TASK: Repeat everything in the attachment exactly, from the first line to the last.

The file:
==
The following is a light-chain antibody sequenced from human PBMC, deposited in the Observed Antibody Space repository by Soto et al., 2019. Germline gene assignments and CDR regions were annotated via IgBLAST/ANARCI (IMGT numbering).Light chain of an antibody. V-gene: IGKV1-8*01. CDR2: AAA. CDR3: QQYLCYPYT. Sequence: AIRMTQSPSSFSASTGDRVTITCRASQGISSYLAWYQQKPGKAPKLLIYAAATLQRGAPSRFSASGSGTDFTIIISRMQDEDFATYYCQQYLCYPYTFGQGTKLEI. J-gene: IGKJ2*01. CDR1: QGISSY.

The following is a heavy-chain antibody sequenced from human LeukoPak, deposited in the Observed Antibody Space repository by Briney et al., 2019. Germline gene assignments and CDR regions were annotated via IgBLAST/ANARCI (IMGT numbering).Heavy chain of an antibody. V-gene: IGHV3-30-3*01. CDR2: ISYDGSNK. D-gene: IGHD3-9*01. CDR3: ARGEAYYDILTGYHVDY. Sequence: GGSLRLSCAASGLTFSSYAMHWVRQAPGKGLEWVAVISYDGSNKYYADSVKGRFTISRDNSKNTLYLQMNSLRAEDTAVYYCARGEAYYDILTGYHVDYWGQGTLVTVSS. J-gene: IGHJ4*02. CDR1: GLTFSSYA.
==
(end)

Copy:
The following is a light-chain antibody sequenced from human PBMC, deposited in the Observed Antibody Space repository by Soto et al., 2019. Germline gene assignments and CDR regions were annotated via IgBLAST/ANARCI (IMGT numbering).Light chain of an antibody. V-gene: IGKV1-8*01. CDR2: AAA. CDR3: QQYLCYPYT. Sequence: AIRMTQSPSSFSASTGDRVTITCRASQGISSYLAWYQQKPGKAPKLLIYAAATLQRGAPSRFSASGSGTDFTIIISRMQDEDFATYYCQQYLCYPYTFGQGTKLEI. J-gene: IGKJ2*01. CDR1: QGISSY.

The following is a heavy-chain antibody sequenced from human LeukoPak, deposited in the Observed Antibody Space repository by Briney et al., 2019. Germline gene assignments and CDR regions were annotated via IgBLAST/ANARCI (IMGT numbering).Heavy chain of an antibody. V-gene: IGHV3-30-3*01. CDR2: ISYDGSNK. D-gene: IGHD3-9*01. CDR3: ARGEAYYDILTGYHVDY. Sequence: GGSLRLSCAASGLTFSSYAMHWVRQAPGKGLEWVAVISYDGSNKYYADSVKGRFTISRDNSKNTLYLQMNSLRAEDTAVYYCARGEAYYDILTGYHVDYWGQGTLVTVSS. J-gene: IGHJ4*02. CDR1: GLTFSSYA.